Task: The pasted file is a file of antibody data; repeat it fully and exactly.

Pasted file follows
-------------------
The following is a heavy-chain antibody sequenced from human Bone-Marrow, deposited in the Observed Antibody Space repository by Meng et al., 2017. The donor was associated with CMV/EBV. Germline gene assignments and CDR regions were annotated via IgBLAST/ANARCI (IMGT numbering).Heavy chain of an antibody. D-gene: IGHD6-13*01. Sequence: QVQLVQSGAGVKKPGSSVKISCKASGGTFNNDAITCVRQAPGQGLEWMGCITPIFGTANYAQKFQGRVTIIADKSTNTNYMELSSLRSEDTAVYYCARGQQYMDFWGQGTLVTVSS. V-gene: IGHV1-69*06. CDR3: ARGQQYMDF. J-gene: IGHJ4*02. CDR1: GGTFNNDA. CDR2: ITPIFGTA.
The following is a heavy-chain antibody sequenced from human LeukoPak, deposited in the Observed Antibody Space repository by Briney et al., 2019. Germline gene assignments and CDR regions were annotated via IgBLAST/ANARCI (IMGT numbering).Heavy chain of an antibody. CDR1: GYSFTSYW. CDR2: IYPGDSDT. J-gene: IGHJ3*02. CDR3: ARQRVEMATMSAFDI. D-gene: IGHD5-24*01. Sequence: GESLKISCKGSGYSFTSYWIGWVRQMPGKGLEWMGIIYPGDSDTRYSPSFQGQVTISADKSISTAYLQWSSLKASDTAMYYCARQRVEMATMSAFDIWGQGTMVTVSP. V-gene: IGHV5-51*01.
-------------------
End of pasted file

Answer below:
The following is a heavy-chain antibody sequenced from human Bone-Marrow, deposited in the Observed Antibody Space repository by Meng et al., 2017. The donor was associated with CMV/EBV. Germline gene assignments and CDR regions were annotated via IgBLAST/ANARCI (IMGT numbering).Heavy chain of an antibody. D-gene: IGHD6-13*01. Sequence: QVQLVQSGAGVKKPGSSVKISCKASGGTFNNDAITCVRQAPGQGLEWMGCITPIFGTANYAQKFQGRVTIIADKSTNTNYMELSSLRSEDTAVYYCARGQQYMDFWGQGTLVTVSS. V-gene: IGHV1-69*06. CDR3: ARGQQYMDF. J-gene: IGHJ4*02. CDR1: GGTFNNDA. CDR2: ITPIFGTA.
The following is a heavy-chain antibody sequenced from human LeukoPak, deposited in the Observed Antibody Space repository by Briney et al., 2019. Germline gene assignments and CDR regions were annotated via IgBLAST/ANARCI (IMGT numbering).Heavy chain of an antibody. CDR1: GYSFTSYW. CDR2: IYPGDSDT. J-gene: IGHJ3*02. CDR3: ARQRVEMATMSAFDI. D-gene: IGHD5-24*01. Sequence: GESLKISCKGSGYSFTSYWIGWVRQMPGKGLEWMGIIYPGDSDTRYSPSFQGQVTISADKSISTAYLQWSSLKASDTAMYYCARQRVEMATMSAFDIWGQGTMVTVSP. V-gene: IGHV5-51*01.